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Compromise ahead?

Mike Potter didn’t mince any words when he told a group of Lake Saint Louis residents that a linchpin of their case against a rezoning of 19 acres that would allow 20 new single-family homes near Peruque Creek may be teetering.

The city’s Board of Aldermen had just come out of an executive session, which was called during the middle of their April 6 meeting after reviewing a letter from an attorney for the developer of the homes.

The letter gave “an indication, and our attorney thinks it’s very, very positive that it’s true, that the licensing agreement you that people have at Oak Bluff does not apply to that ground,” said Potter, a Ward 2 alderman and former 12-year mayor.

However, before the board moved to make a decision on the rezoning, he held out an olive branch to the developer and residents. Both sides, he said, should at least meet and see if they could come to a reasonable compromise.

The board was willing to hold off a decision for several meetings if necessary.

I know what’s going to happen, either way we decide we’re all going to be spending money on legal fees,” Potter said.

An agreement between the developer and residents might head that off, he added.

Residents said they were willing to talk but were opposed to high density development on the property and a retention pond. Likewise Mayor Kathy Schweikert and the board agreed to hold the public hearing open, effectively tabling a decision on the rezoning. The board’s next meeting is on April 20.

The residents, along with Jeremy Malensky of Dutchman Homes LLC, who is seeking the rezoning to develop the homes, and Malensky’s attorney, Jeffrey M. Igou, adjourned to a back room at city hall to begin the discussion.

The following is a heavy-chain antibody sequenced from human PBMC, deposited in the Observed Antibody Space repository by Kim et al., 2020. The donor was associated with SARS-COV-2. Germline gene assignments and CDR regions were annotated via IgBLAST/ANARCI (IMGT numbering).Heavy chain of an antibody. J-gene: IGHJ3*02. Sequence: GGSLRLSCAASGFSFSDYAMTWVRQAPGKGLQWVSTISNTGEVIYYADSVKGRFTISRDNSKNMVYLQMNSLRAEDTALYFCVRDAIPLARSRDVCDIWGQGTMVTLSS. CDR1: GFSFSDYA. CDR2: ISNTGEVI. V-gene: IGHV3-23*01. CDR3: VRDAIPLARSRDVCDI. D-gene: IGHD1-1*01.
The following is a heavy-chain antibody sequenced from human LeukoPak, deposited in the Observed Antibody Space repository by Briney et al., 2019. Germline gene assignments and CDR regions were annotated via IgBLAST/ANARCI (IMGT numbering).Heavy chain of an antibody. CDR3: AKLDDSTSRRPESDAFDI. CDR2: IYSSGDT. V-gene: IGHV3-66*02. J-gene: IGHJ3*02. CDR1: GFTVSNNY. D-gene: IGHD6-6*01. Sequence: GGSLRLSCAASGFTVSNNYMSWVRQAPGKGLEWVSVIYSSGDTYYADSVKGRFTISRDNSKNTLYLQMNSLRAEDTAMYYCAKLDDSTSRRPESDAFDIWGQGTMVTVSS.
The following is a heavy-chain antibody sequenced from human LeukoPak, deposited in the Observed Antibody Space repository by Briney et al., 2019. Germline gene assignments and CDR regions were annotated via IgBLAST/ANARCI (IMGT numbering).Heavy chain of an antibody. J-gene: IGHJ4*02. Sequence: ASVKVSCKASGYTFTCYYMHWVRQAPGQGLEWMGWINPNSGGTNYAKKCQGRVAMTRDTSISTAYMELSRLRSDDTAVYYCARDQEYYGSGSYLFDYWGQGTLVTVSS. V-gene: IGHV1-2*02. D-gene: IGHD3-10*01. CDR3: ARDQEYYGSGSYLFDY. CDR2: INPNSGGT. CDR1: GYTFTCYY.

I’ve never seen anything like that,” said City Administrator Paul Markworth.

A decision on the rezoning had been pending since the board’s Jan. 20 meeting when about a dozen residents voiced concerns that new homes would increase the runoff, debris and silt that flows into the community’s more than 600-acre main lake.

Others said they were worried about the impact of development on a largely natural area as well as about potential added traffic to nearby subdivision streets and the site’s proximity to the creek during periods of flooding.

The rezoning application seeks a change from non-urban zoning to single-family residential on 19 acres that would allow the building of 20 homes with a minimum lot size of 15,000 square feet. The property is located at the end of Silver Fern Court in the Villas of Crimson Oaks subdivision. It also is east of Duello Road, west of Hwy. 40-61 and south of Prospect Road, near the Oak Bluff Preserve subdivision.

That proximity to Oak Bluff is an issue, said Dennis Zimmer, an Oak Bluff Preserve resident. He told the board at its Jan. 20 meeting that the tract was part of the original plat for Oak Bluff Preserve subdivision. A licensing agreement, he said, signed 36 years ago set restrictions calling for a 3-acre minimum lot size that still applied to the property.

The board delayed a decision on the rezoning in February and March to look at that question. The letter from Igou states that his client’s property is “not, in fact, encumbered by the licensing agreement, and thus is not subject to the restrictions set forth therein, nor in the restrictive covenants.”

The property wasn’t part of any platted lot in Oak Bluff Preserve, and may have specifically been left out and it isn’t subject to the licensing agreement or restrictive covenants, the letter adds.

But before they met with the developer, some residents remained skeptical.

Zimmer told aldermen that residents had abided by the licensing agreement and restrictions in developing their homes. He said he couldn’t understand why no consideration was given the agreement. “Do you actually fear them (the developer) over your constituents,” Zimmer said.

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